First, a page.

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The Anti-Aging Efficacy of Natural Compounds | OMICS International
ISSN: 2167-0412
Medicinal & Aromatic Plants
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The Anti-Aging Efficacy of Natural Compounds

Evandro Fei Fang1*, Morten Scheibye-Knudsen1, Vilhelm A. Bohr1 and Tzi Bun Ng2
1Laboratory of Molecular Gerontology, National Institute on Aging, National Institutes of Health, Baltimore, MD 21224, USA
2School of Biomedical Sciences, Faculty of Medicine, The Chinese University of Hong Kong, Hong Kong
Corresponding Author : Evandro Fei Fang
Laboratory of Molecular Gerontology
National Institute on Aging
National Institutes of Health
Baltimore, MD 21224, USA
E-mail: [email protected]
Received April 26, 2012; Accepted April 30, 2012; Published May 02, 2012
Citation: Fang EF, Knudsen MS, Bohr VA, Ng TB (2012) The Anti-Aging Efficacy of Natural Compounds. Med Aromat Plants 1:e125.doi:10.4172/2167-0412.1000e125
Copyright: © 2012 Fang EF, et al. This is an open-access article distributed under the terms of the Creative Commons Attribution License, which permits unrestricted use, distribution, and reproduction in any medium, provided the original author and source are credited.

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Based on increased life expectancy, it is estimated that there will be over 1.2 billion older adults (over 60 years old) worldwide in 2025 [1]. Older adults are more susceptible to different clinical conditions, such as tumors, neurodegenerative diseases and cardiovascular diseases. This is at least partially attributed to an age related increase in frailty and immunosenescence, and perhaps mitochondrial dysfunction [1-4]. Maintenance of physical function in older adults is therefore a major public and clinical priority. In this regard the application of small natural compounds is a promising avenue of therapeutical intervention.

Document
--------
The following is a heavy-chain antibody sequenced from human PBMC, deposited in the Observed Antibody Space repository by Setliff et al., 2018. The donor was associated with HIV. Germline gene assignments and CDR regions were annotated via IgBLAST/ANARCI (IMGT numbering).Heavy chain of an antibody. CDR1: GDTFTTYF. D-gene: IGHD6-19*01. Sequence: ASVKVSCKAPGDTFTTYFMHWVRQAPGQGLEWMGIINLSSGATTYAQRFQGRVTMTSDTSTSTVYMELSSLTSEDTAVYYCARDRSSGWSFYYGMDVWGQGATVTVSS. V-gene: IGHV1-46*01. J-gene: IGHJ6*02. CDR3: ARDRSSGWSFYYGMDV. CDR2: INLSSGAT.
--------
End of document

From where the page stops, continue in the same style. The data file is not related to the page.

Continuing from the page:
It has been estimated that more than 50% of all the drugs in the world are natural products and their derivatives, and plant-based health remedies are promising [5-7]. In these years, a number of small natural compounds have been discovered exhibiting possible anti-aging potential as exemplified by the elongation of lifespan in both invertebrate and vertebrate-based experimental models, and the amelioration of a wide spectrum of aging-related metabolic phenotypes. For example, the traditional Asian vegetable bitter gourd (Momordica charantia) has been thoroughly examined and a large number of medicinal components have been isolated and characterized. Bitter gourd contains different potential medicinal proteins (lectins, ribosome inactivatin proteins; ribonucleases, protease inhibitors) and small organic compounds (triterpenes, flavonoids, eleostearic acids). Many of them have shown antitumor, anti-diabetic activities as well as the ability to attenuate oxidative stress and neuroinflammation [5,8]. Aging has been linked to all these pathologies and bitter gourd is therefore a promising candidate to ameliorate these symptoms.